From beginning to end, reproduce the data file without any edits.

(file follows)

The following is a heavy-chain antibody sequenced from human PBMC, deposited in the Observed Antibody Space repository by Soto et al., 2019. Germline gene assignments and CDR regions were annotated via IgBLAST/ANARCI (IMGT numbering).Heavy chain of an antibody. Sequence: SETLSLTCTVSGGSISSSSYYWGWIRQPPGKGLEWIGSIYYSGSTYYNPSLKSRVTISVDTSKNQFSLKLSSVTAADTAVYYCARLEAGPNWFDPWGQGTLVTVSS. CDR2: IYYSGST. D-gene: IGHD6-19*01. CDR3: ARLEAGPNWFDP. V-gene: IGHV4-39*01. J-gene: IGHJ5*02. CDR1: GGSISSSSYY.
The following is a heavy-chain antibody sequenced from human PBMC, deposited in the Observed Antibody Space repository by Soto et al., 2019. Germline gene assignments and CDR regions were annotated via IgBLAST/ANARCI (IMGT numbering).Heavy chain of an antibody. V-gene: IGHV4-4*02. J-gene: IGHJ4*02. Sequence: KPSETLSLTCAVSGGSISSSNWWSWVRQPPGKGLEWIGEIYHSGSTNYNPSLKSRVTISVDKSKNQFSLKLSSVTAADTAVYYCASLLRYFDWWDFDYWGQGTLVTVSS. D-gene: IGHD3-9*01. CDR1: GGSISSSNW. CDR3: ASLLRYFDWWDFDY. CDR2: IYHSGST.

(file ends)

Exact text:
The following is a heavy-chain antibody sequenced from human PBMC, deposited in the Observed Antibody Space repository by Soto et al., 2019. Germline gene assignments and CDR regions were annotated via IgBLAST/ANARCI (IMGT numbering).Heavy chain of an antibody. Sequence: SETLSLTCTVSGGSISSSSYYWGWIRQPPGKGLEWIGSIYYSGSTYYNPSLKSRVTISVDTSKNQFSLKLSSVTAADTAVYYCARLEAGPNWFDPWGQGTLVTVSS. CDR2: IYYSGST. D-gene: IGHD6-19*01. CDR3: ARLEAGPNWFDP. V-gene: IGHV4-39*01. J-gene: IGHJ5*02. CDR1: GGSISSSSYY.
The following is a heavy-chain antibody sequenced from human PBMC, deposited in the Observed Antibody Space repository by Soto et al., 2019. Germline gene assignments and CDR regions were annotated via IgBLAST/ANARCI (IMGT numbering).Heavy chain of an antibody. V-gene: IGHV4-4*02. J-gene: IGHJ4*02. Sequence: KPSETLSLTCAVSGGSISSSNWWSWVRQPPGKGLEWIGEIYHSGSTNYNPSLKSRVTISVDKSKNQFSLKLSSVTAADTAVYYCASLLRYFDWWDFDYWGQGTLVTVSS. D-gene: IGHD3-9*01. CDR1: GGSISSSNW. CDR3: ASLLRYFDWWDFDY. CDR2: IYHSGST.